Sending in these bonuses from the bosses to the Capital Fund, which goes to advance the long-term publishing program of the communist movement, is consistent with the long and proud tradition of workers in the revolutionary socialist movement not accepting company blood money bribes. Theyre called that because theyre used to buy our silence about speedup, long hours, and unsafe work conditions. They come with our blood and that of fellow workers on them.
The Capital Fund makes it possible to produce the political weapons workers need to understand the laws of the wages system and be better equipped to fight to abolish this system for all time and replace it with the rule of working people.
Contributions of this kind to the fund continue to roll in. Vivian Sahner, also from Atlanta, sent in an incentive bonus of $840.39. She noted that the company sent out a memo the same week asking for volunteers to cut their hours of work and unfortunately our pay as well.
Jerry Freiwirth, a refinery worker in the San Francisco Bay Area, sent $1,400, the amount after taxes from a contract-signing bonus.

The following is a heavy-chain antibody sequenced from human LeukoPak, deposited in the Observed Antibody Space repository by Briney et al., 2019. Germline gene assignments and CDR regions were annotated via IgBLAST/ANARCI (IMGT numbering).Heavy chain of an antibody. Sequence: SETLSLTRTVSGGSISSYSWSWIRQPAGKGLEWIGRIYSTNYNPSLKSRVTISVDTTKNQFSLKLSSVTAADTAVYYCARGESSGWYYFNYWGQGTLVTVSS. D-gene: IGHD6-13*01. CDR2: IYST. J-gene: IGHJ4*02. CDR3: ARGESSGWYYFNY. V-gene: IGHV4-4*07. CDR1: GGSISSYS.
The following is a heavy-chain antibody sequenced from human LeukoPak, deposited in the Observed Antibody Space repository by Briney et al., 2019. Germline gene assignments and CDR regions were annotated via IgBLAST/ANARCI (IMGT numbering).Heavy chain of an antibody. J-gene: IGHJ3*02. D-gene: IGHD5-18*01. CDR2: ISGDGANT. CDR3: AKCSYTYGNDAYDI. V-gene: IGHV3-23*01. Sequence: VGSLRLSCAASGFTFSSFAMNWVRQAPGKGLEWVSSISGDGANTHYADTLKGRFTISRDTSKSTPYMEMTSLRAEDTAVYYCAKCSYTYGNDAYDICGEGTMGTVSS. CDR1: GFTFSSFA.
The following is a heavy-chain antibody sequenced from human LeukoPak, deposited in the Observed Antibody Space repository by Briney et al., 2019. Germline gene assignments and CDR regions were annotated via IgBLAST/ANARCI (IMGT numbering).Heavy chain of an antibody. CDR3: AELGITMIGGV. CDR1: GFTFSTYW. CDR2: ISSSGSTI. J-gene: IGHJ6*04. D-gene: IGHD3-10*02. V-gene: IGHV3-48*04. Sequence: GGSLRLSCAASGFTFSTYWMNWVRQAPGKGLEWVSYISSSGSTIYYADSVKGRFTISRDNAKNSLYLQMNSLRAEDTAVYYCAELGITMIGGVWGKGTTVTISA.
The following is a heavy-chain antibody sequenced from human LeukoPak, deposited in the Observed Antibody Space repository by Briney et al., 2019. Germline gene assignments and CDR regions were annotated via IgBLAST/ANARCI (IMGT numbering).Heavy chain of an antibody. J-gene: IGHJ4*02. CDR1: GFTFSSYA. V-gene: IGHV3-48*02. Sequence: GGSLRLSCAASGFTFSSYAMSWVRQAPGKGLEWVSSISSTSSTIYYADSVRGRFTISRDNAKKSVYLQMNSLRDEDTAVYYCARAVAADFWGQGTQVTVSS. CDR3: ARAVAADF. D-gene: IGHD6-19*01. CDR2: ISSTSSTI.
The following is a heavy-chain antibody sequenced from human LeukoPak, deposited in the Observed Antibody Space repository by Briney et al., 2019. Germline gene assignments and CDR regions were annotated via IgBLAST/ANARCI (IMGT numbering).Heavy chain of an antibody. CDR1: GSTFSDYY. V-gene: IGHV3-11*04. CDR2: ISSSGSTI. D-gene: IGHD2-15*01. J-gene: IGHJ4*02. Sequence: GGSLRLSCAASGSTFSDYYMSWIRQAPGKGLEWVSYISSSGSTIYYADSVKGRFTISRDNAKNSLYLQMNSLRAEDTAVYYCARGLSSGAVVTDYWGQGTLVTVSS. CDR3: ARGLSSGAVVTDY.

Communist workers are also finding innovative ways to turn the various forms in which they receive blood-money bribes into contributions to the communist movement. Five meat packers from Des Moines, IowaDiana Newberry, Helen Meyers, Chuck Guerra, David Rosenfeld, and Rebecca Williamsonreceived grocery coupons from their employers. After discussing how to turn the coupons into cash we decided to use them for shopping and donate an equivalent amount to the Capital Fund, Newberry told the Militant. They sent in $100.58.
John Hawkins, a cutter in a Chicago area meatpacking plant, sent in a $155 holiday bonus he received just before also getting a layoff notice.